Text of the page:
But Moonfall is so much more than the Moon simply falling, splat, on our collective heads. I don’t mean just the usual Disaster Movie tropes of trying to pretend its cardboard cast of characters have more than one dimension—the typical junk-food spiel about how Family Matters Etc. that we’re used to. That much is an expected part of the game. I suppose it’s inevitable—even the makers of both adaptations of H.G. Wells’ The Time Machine knew that the Moon falling on our heads was only good for one memorable sequence’s worth. Emmerich too seems to have realized this, at least after he came up with the title anyway. As the trailers for this film grew increasingly convoluted the more they showed of the movie, the more this scatterbrained inevitability became plain. You have no idea. I hesitate to spoil the film’s plot complications because I hesitate to think I could even type the words into existence that could spoil such things. How do you spoil nonsense? How do I type the phrases “alien mega structure” or “dwarf star gyrosphere” without getting paid millions of dollars to do so and then still be able to look at myself respectfully in the mirror the next morning?

I say all of this with the foreknowledge that I will one hundred percent re-watch Moonfall whenever it shows up on pay cable, from now until any and every point in the near and the very distant future. Perhaps one day my consciousness will be downloaded into a star-sized super brain computer, and if that happens, and if you come looking for my consciousness, I can promise you that you will inevitably find it over in the Moonfall section. There my consciousness will be, happily re-watching Moonfall and all the rest of the Disaster Movie crap until Existence blips right out with the Big Bang’s final wheezy stretched-thin exhalation. This much was written in the books of forever ago. Disaster Movies are warm massages to my brain folds, flattening out all worries in spectacles of sound and CG fury, and I eventually come to adore every one of them no matter how shit. It’s as inevitable as adorable tykes and old ladies and puppy dogs weathering storm surges ten stories tall, or so I have been told happens via these movies time and again. And you come to believe it.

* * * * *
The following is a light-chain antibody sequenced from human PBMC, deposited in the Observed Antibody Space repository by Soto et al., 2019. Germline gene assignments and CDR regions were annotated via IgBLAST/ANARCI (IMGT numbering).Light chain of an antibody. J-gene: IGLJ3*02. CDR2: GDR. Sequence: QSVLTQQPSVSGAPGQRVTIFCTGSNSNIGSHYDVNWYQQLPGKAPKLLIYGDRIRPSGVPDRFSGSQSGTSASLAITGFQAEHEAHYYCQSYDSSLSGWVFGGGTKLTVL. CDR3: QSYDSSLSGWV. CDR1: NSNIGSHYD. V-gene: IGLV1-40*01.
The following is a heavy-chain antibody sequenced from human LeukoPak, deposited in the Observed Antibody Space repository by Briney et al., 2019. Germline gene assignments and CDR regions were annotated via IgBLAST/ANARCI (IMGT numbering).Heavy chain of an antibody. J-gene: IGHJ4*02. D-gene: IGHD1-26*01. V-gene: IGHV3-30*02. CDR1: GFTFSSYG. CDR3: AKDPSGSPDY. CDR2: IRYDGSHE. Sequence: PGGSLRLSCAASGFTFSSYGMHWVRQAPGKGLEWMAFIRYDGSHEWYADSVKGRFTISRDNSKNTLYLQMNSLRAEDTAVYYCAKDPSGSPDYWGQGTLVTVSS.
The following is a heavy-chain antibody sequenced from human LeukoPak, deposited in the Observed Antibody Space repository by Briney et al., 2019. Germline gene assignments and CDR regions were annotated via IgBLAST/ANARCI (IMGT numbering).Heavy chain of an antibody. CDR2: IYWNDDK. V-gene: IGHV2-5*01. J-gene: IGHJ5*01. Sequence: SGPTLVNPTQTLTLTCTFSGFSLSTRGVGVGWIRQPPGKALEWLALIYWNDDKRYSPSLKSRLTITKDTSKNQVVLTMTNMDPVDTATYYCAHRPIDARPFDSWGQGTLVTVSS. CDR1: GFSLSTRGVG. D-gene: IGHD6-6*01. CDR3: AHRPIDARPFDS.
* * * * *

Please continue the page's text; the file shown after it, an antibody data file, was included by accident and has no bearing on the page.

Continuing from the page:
One just wishes that Moonfall, for all its truly wild plot swerves and over-the-top out-of-this-world storytelling antics, was having some more fun with its everything. I generally love Patrick Wilson and Halle Berry but these sexy scientists of theirs remain supremely flat and dour. How do you make a crackling character actor like Michael Peña as ferociously lifeless as his stepfather character comes across here? And woe be to the coming winter, don’t even get me started on Game of Thrones’ actor John Bradley as the stock conspiracy theorist character—you know, The One Who Was Right Along—who Godzilla-stomps out all goodwill as the script forces him to repeatedly whisper the name “Elon Musk” as prayer. That’s enough to make anybody stop believing in anything and everybody stop believing in everything to boot.

You take a goofball good time like Twister—it had cows! It even said so. “We got cows!” I have seen the memes; I know of which I speak. Cows twisting through the air, Philip Seymour Hoffman in a little pink baseball cap that was somehow both too small and too big for his head at the same time. There’s playfulness there that Moonfall never quite summons. Even Independence Day, one of my least revisited Disaster Movies, has Will Smith punching an alien in the face. Moonfall is as full of cheese as the kid stories told us the Moon was gonna be, but it forgets to shake the spray-can up and make its spray cheese sing. Yes, I’ll scrape the cheese off the floor and I will eat it anyway. Of course, I will. But only in private, and I sure won’t let on about it anywhere but here, among you fine people.

Image sources (in order of posting): Lionsgate,